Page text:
Hantavirus Pulmonary Syndrome Transmissable To Humans
This information was initially summarized from BC Ministry of Health and Health Canada.
General Information
  • Hantaviruses are part of a group of viruses called the Bunyaviridae. Exposure to hantaviruses can cause a rare, but often fatal, disease called Hantavirus Pulmonary Syndrome (HPS).
  • This rare disease was first described in the southwestern United States in 1993. It is believed that the virus has been present for a long time, but was only just recently recognized.
  • The earliest documented case of HPS in Canada virus was in Alberta in 1989. Since then, there have been over 70 confirmed cases. Most of the cases occurred in western Canada (Manitoba, Saskatchewan, Alberta and British Columbia), except for one case in Quebec.
  • Hantavirus infections contracted by Canadians outside the country have also been recognized, including two fatal cases from South America.
  • In Canada, the virus has been found only in wild deer mice (Peromyscus maniculatus).
Signs and Symptoms
  • The following flu-like symptoms can result from Hantavirus pulmonary syndrome (HPS) as summarized by Health Canada:
    • fever;
    • chills;
    • muscle aches;
    • headaches;
    • nausea;
    • stomach problems.
  • Symptoms can appear within 3 to 60 days after exposure; however, the average time it takes for symptoms to appear is 14 to 30 days following exposure.
  • HPS is extremely serious since approximately 30-40% of cases result in death, usually within a few days of the initial symptoms appearing. Those who recover do so rapidly and regain full function of their lungs, but long-term effects, such as fatigue, are common.
  • HPS can progress rapidly into serious lung complications and include the following symptoms:
    • abnormal fall in blood pressure;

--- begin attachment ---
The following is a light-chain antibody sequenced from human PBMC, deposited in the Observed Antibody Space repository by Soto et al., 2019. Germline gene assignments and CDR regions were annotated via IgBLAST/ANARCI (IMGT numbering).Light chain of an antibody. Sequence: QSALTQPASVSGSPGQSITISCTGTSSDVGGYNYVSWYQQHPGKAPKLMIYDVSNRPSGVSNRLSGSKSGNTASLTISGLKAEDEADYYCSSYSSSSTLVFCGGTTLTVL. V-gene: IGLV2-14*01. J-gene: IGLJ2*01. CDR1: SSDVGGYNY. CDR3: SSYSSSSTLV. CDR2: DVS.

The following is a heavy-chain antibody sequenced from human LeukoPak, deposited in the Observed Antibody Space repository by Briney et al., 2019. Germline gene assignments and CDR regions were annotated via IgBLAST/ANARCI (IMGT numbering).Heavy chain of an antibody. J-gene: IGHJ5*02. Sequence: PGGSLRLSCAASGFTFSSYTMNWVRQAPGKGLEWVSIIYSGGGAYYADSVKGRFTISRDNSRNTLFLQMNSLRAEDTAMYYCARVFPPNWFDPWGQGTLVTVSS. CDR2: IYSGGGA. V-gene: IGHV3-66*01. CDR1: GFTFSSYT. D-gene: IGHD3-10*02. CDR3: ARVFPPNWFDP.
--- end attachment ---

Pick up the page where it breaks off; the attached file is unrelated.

• lungs fill with fluid;
    • severe respiratory failure.
  • Humans are most often exposed to the virus by breathing in airborne viral particles. Viral particles can often become airborne after sweeping or vacuuming infected areas. It is also possible to be exposed to the virus through rodent bites, if the skin is broken, or through ingestion.
Treatment and Risk Reduction
  • Although there is no specific treatment, medication, or cure, many of the symptoms and complications of HPS can be treated. Most patients are admitted to intensive care in a hospital. Some patients may be given anti-viral drugs, and intravenous fluids and other drugs to maintain blood pressure and prevent shock.
  • All rodent droppings should be treated as potentially harmful. The primary strategy for minimizing your risk is to ensure rodent control in the home.
  • There are things you can do to reduce your risk of being exposed:
    • keep mice out of your home. Block openings that might allow rodents from entering;
    • store human and animal food, water and garbage in containers with tight-fitting lids;
    • keep your yard clean, and store woodpiles above the ground and away from the home;
    • when cleaning your home or other buildings, be aware of animal droppings and nesting materials. If you find any, clean them up safely;
    • do not sweep or vacuum rodent droppings; this will release particles into the air where they can be inhaled.
  • How to properly handle and dispose of animal droppings:
    • wear rubber or plastic gloves;
    • spray droppings with a general purpose household disinfectant or a mixture of bleach and water (1 part bleach, 9 parts water);
    • make sure you get the droppings very wet. Let the area soak for ten minutes;
    • use a paper towel to wipe up the droppings. Dispose of the paper towel immediately;
    • wash gloves in disinfectant and hot soapy water before removing them from your hands, and thoroughly wash your hands after removing gloves;
    • when cleaning areas contaminated by droppings in a confined space, consider wearing a high-efficiency particulate air (HEPA) filtered respirator.
Further Reading
Return to Manual Home Page Disease List - Body Region Affected Disease List - Causative Agent or Risk Factor Disease Surveillance Form Glossary Contact Information
Return to Manual Home Page Return to Disease List - Body Region Affected Return to Disease List - Causative Agent or Risk Factor Disease Surveillance Form Download Glossary Contact Information